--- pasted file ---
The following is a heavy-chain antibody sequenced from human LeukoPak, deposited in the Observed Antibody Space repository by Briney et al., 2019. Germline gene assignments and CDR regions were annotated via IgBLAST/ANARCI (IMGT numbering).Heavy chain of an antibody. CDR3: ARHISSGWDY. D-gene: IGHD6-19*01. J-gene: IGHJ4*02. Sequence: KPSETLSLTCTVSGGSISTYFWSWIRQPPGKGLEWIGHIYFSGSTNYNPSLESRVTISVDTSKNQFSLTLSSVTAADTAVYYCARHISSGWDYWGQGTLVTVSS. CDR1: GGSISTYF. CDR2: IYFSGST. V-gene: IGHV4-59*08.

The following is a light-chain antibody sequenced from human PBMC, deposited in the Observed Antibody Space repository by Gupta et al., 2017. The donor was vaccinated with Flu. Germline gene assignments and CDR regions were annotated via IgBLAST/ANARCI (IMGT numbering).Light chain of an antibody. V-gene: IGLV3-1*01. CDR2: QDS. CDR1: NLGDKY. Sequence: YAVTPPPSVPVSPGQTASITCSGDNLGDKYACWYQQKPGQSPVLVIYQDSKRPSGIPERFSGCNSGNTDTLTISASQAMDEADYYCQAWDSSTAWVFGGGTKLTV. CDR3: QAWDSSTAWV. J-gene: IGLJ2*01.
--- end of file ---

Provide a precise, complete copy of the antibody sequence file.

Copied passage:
The following is a heavy-chain antibody sequenced from human LeukoPak, deposited in the Observed Antibody Space repository by Briney et al., 2019. Germline gene assignments and CDR regions were annotated via IgBLAST/ANARCI (IMGT numbering).Heavy chain of an antibody. CDR3: ARHISSGWDY. D-gene: IGHD6-19*01. J-gene: IGHJ4*02. Sequence: KPSETLSLTCTVSGGSISTYFWSWIRQPPGKGLEWIGHIYFSGSTNYNPSLESRVTISVDTSKNQFSLTLSSVTAADTAVYYCARHISSGWDYWGQGTLVTVSS. CDR1: GGSISTYF. CDR2: IYFSGST. V-gene: IGHV4-59*08.

The following is a light-chain antibody sequenced from human PBMC, deposited in the Observed Antibody Space repository by Gupta et al., 2017. The donor was vaccinated with Flu. Germline gene assignments and CDR regions were annotated via IgBLAST/ANARCI (IMGT numbering).Light chain of an antibody. V-gene: IGLV3-1*01. CDR2: QDS. CDR1: NLGDKY. Sequence: YAVTPPPSVPVSPGQTASITCSGDNLGDKYACWYQQKPGQSPVLVIYQDSKRPSGIPERFSGCNSGNTDTLTISASQAMDEADYYCQAWDSSTAWVFGGGTKLTV. CDR3: QAWDSSTAWV. J-gene: IGLJ2*01.